Home | Amphibians | Inexpensive Homes for Sliders, Painted Turtles and other Semi-Aquatic Species – Part 1

Inexpensive Homes for Sliders, Painted Turtles and other Semi-Aquatic Species – Part 1

Black Knobbed Map TurtleFrom simple, easily-cleaned habitats to complex environments, herp enthusiasts have many options when it comes to setting up terrariums for reptiles and amphibians.  Today I’ll cover everything you’ll need to create an ideal habitat for semi-aquatic, basking turtles, including Red-Eared Sliders, Painted and Map Turtles, Cooters and others.  With a bit of modification, your set-up can also accommodate largely-aquatic species such as Musk, African Mud, Snapping and Soft-shelled Turtles.  I’ll also mention money-saving alternatives to certain products, along with non-essential “extras” that can be added if you wish.


Surface area, to allow for swimming and bottom “prowling”, is a more important consideration than water depth for most species.


The long, broad Exo-Terra Turtle Aquarium is specifically designed to meet the needs of aquatic and semi-aquatic turtles.

Traditional aquariums also make excellent turtle homes.  When deciding between two styles with the same volume, choose long, low models over those with greater height.

Low Cost Alternative

Plastic bins are available in sizes ranging from small shoe-boxes to storage bins measuring several feet in length.  Many work admirably for turtles, and can be equipped with filters or serviced by a quick “dump and fill”.

Bins are especially useful for large collections of small turtles, rearing hatchlings, or where filters are not used.

Basking Spots

Most popularly-kept turtles need a dry spot where they can warm up and absorb UVB radiation.  Snappers and other largely aquatic species may bask on occasion, especially if the site is slightly below water level.


Turtle PierA wide variety of unique turtle basking sites, including floating and stationary models, are available.

Penn Plax Turtle Piers (please see photo) and Zoo Med Turtle Docks are my favorites.  You can also wedge Cork Bark between two sides of an aquarium, or use silicone to fasten it in place.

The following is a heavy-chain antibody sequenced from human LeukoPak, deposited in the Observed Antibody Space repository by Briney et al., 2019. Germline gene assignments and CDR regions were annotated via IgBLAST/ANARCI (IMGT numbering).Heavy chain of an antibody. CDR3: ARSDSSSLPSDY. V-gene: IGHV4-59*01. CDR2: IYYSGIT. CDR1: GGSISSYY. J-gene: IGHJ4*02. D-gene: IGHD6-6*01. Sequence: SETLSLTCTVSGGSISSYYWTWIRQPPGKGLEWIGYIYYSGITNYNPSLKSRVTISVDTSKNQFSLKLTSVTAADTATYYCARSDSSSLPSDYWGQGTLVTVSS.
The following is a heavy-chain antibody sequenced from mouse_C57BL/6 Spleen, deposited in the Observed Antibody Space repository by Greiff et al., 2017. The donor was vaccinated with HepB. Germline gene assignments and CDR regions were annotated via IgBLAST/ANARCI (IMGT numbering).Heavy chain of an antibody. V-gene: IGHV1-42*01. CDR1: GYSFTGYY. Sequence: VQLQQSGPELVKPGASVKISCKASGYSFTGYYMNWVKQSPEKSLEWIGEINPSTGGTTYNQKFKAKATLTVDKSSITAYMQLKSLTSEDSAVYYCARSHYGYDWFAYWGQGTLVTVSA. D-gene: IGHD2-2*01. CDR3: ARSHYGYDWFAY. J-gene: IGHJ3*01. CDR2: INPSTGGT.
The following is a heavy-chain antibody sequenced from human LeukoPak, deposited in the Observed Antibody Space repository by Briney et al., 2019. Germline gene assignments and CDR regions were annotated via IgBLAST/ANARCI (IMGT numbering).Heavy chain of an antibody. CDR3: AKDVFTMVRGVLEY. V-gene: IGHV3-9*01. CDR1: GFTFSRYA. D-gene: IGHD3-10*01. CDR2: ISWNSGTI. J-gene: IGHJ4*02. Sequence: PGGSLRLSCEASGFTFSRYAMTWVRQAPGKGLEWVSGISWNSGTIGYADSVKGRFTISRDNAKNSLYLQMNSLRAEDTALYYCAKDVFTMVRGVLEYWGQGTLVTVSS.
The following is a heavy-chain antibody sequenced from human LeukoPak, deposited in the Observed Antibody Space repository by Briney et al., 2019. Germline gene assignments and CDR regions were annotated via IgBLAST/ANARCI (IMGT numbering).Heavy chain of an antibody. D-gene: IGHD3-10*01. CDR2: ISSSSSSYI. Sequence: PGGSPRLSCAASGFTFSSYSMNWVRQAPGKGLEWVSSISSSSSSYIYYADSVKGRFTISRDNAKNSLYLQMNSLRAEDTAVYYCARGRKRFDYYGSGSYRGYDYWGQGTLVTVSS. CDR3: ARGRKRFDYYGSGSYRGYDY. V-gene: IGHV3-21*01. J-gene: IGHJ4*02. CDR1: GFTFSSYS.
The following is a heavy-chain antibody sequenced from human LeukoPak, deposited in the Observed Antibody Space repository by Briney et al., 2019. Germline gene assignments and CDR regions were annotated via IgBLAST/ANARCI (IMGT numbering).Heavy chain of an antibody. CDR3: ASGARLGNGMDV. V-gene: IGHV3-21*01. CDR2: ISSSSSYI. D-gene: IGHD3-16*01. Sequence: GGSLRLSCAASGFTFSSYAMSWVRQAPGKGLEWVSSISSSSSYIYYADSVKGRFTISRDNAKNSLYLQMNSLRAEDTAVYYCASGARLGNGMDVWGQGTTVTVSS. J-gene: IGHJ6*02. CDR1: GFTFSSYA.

Low Cost Alternatives

Inverted clay flower pots and weathered driftwood both serve well as basking sites and are preferable to rocks, which may damage turtle carapaces.  They will, however, take up swimming space if resting on the bottom of the aquarium.

At the Bronx Zoo, many of our turtle holding tubs were outfitted with simple, homemade wooden “basking tables” – four legs and a flat surface.  These provided dry resting spots and submerged refuges, and were easy to build (well, “easy” for those with minimal carpentry skills, which I lack!).

Hiding Spots

Although seemingly equipped with a “shelter to go” most turtles prefer to have a hiding place (in addition to their shell!).


Zoo Med Floating Logs and Penn Plax Turtle Piers serve dual roles as basking and hiding spots.  Please see the article below for additional suggestions.

Low Cost Alternative

Broken clay flowerpots can be fashioned into submerged retreats.  Be sure that your turtle cannot become lodged inside (some turtles grow quickly, so watch young animals closely and add larger caves as needed) and that there are no sharp edges.


Further Reading

Hiding Spots for Turtles

Aggressive Basking Behavior in Painted Turtles this Herpetologica article shows the importance of good basking sites.

Black Knobbed Map Turtle image referenced from wikipedia and originally posted by OpenCage

About Frank Indiviglio

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Being born with a deep interest in animals might seem unfortunate for a native Bronxite , but my family encouraged my interest and the menagerie that sprung from it. Jobs with pet stores and importers had me caring for a fantastic assortment of reptiles and amphibians. After a detour as a lawyer, I was hired as a Bronx Zoo animal keeper and was soon caring for gharials, goliath frogs, king cobras and everything in-between. Research has taken me in pursuit of anacondas, Orinoco crocodiles and other animals in locales ranging from Venezuela’s llanos to Tortuguero’s beaches. Now, after 20+ years with the Bronx Zoo, I am a consultant for several zoos and museums. I have spent time in Japan, and often exchange ideas with zoologists there. I have written books on salamanders, geckos and other “herps”, discussed reptile-keeping on television and presented papers at conferences. A Master’s Degree in biology has led to teaching opportunities. My work puts me in contact with thousands of hobbyists keeping an array of pets. Without fail, I have learned much from them and hope, dear readers, that you will be generous in sharing your thoughts on this blog and web site. For a complete biography of my experience click here.
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